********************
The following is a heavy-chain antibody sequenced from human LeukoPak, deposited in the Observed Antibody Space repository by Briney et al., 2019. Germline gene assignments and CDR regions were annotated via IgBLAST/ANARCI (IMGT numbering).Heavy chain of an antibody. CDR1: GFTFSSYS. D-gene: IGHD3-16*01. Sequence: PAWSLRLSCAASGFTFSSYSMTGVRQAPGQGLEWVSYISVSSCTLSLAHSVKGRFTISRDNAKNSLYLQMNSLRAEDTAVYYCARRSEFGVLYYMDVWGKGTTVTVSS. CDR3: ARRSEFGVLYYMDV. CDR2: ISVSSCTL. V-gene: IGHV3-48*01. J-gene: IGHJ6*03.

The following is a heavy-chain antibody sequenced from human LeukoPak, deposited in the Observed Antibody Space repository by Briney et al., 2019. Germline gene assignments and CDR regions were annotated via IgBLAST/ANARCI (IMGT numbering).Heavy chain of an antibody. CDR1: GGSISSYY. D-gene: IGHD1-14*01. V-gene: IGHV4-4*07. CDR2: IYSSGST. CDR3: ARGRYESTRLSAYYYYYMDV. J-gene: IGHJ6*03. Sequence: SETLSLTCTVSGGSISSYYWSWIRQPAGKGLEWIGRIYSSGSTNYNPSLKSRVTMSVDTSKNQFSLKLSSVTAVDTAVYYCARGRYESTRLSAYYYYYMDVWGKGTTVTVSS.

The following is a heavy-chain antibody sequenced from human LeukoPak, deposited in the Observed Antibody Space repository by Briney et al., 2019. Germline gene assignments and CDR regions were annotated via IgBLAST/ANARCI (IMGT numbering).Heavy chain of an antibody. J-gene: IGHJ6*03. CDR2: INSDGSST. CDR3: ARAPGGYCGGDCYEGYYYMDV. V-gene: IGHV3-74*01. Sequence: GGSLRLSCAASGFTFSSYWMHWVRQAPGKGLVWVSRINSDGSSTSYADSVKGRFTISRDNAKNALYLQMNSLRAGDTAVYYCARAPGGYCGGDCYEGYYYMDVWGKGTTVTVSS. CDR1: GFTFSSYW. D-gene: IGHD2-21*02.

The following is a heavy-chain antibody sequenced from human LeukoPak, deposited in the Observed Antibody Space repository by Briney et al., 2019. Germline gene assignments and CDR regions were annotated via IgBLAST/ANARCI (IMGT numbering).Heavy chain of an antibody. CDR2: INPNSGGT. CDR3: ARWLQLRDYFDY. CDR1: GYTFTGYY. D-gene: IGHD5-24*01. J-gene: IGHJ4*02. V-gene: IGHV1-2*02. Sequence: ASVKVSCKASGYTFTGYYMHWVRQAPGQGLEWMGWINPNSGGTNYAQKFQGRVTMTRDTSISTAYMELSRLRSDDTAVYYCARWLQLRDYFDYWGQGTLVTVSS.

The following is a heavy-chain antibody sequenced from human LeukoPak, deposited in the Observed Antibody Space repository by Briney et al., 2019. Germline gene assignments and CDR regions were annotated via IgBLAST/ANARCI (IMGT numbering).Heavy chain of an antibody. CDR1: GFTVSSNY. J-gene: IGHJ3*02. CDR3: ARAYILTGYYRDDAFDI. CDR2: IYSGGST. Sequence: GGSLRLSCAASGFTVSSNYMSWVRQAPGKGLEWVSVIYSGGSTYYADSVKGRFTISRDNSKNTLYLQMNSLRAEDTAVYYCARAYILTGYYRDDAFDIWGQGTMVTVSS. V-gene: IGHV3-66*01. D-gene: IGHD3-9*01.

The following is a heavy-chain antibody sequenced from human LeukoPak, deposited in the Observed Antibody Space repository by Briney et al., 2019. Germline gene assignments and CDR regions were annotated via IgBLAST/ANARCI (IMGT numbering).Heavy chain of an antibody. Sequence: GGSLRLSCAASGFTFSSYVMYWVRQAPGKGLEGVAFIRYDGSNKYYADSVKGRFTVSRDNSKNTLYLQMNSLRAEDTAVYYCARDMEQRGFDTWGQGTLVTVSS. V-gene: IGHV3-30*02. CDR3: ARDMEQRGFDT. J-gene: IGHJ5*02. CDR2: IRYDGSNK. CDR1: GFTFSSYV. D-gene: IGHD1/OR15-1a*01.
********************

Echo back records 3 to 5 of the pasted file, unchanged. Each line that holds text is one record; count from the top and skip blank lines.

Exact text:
The following is a heavy-chain antibody sequenced from human LeukoPak, deposited in the Observed Antibody Space repository by Briney et al., 2019. Germline gene assignments and CDR regions were annotated via IgBLAST/ANARCI (IMGT numbering).Heavy chain of an antibody. J-gene: IGHJ6*03. CDR2: INSDGSST. CDR3: ARAPGGYCGGDCYEGYYYMDV. V-gene: IGHV3-74*01. Sequence: GGSLRLSCAASGFTFSSYWMHWVRQAPGKGLVWVSRINSDGSSTSYADSVKGRFTISRDNAKNALYLQMNSLRAGDTAVYYCARAPGGYCGGDCYEGYYYMDVWGKGTTVTVSS. CDR1: GFTFSSYW. D-gene: IGHD2-21*02.

The following is a heavy-chain antibody sequenced from human LeukoPak, deposited in the Observed Antibody Space repository by Briney et al., 2019. Germline gene assignments and CDR regions were annotated via IgBLAST/ANARCI (IMGT numbering).Heavy chain of an antibody. CDR2: INPNSGGT. CDR3: ARWLQLRDYFDY. CDR1: GYTFTGYY. D-gene: IGHD5-24*01. J-gene: IGHJ4*02. V-gene: IGHV1-2*02. Sequence: ASVKVSCKASGYTFTGYYMHWVRQAPGQGLEWMGWINPNSGGTNYAQKFQGRVTMTRDTSISTAYMELSRLRSDDTAVYYCARWLQLRDYFDYWGQGTLVTVSS.

The following is a heavy-chain antibody sequenced from human LeukoPak, deposited in the Observed Antibody Space repository by Briney et al., 2019. Germline gene assignments and CDR regions were annotated via IgBLAST/ANARCI (IMGT numbering).Heavy chain of an antibody. CDR1: GFTVSSNY. J-gene: IGHJ3*02. CDR3: ARAYILTGYYRDDAFDI. CDR2: IYSGGST. Sequence: GGSLRLSCAASGFTVSSNYMSWVRQAPGKGLEWVSVIYSGGSTYYADSVKGRFTISRDNSKNTLYLQMNSLRAEDTAVYYCARAYILTGYYRDDAFDIWGQGTMVTVSS. V-gene: IGHV3-66*01. D-gene: IGHD3-9*01.